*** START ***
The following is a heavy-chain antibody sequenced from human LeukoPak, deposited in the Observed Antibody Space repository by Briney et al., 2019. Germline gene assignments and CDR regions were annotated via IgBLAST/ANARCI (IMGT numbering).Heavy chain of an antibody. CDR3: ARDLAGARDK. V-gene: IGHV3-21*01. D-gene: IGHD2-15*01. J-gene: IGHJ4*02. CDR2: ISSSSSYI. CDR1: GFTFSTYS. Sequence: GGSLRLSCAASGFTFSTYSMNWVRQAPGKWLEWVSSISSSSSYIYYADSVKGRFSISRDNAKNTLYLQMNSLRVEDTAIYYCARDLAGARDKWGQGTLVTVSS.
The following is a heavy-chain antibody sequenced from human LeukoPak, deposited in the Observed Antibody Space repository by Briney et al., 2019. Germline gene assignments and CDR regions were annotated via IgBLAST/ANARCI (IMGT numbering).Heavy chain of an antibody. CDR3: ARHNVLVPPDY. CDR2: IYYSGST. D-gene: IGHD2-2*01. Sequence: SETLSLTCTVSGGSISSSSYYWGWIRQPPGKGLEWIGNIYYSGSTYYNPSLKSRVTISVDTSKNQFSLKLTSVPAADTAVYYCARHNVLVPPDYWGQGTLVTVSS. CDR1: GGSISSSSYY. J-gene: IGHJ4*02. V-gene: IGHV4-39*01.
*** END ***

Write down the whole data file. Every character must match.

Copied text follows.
The following is a heavy-chain antibody sequenced from human LeukoPak, deposited in the Observed Antibody Space repository by Briney et al., 2019. Germline gene assignments and CDR regions were annotated via IgBLAST/ANARCI (IMGT numbering).Heavy chain of an antibody. CDR3: ARDLAGARDK. V-gene: IGHV3-21*01. D-gene: IGHD2-15*01. J-gene: IGHJ4*02. CDR2: ISSSSSYI. CDR1: GFTFSTYS. Sequence: GGSLRLSCAASGFTFSTYSMNWVRQAPGKWLEWVSSISSSSSYIYYADSVKGRFSISRDNAKNTLYLQMNSLRVEDTAIYYCARDLAGARDKWGQGTLVTVSS.
The following is a heavy-chain antibody sequenced from human LeukoPak, deposited in the Observed Antibody Space repository by Briney et al., 2019. Germline gene assignments and CDR regions were annotated via IgBLAST/ANARCI (IMGT numbering).Heavy chain of an antibody. CDR3: ARHNVLVPPDY. CDR2: IYYSGST. D-gene: IGHD2-2*01. Sequence: SETLSLTCTVSGGSISSSSYYWGWIRQPPGKGLEWIGNIYYSGSTYYNPSLKSRVTISVDTSKNQFSLKLTSVPAADTAVYYCARHNVLVPPDYWGQGTLVTVSS. CDR1: GGSISSSSYY. J-gene: IGHJ4*02. V-gene: IGHV4-39*01.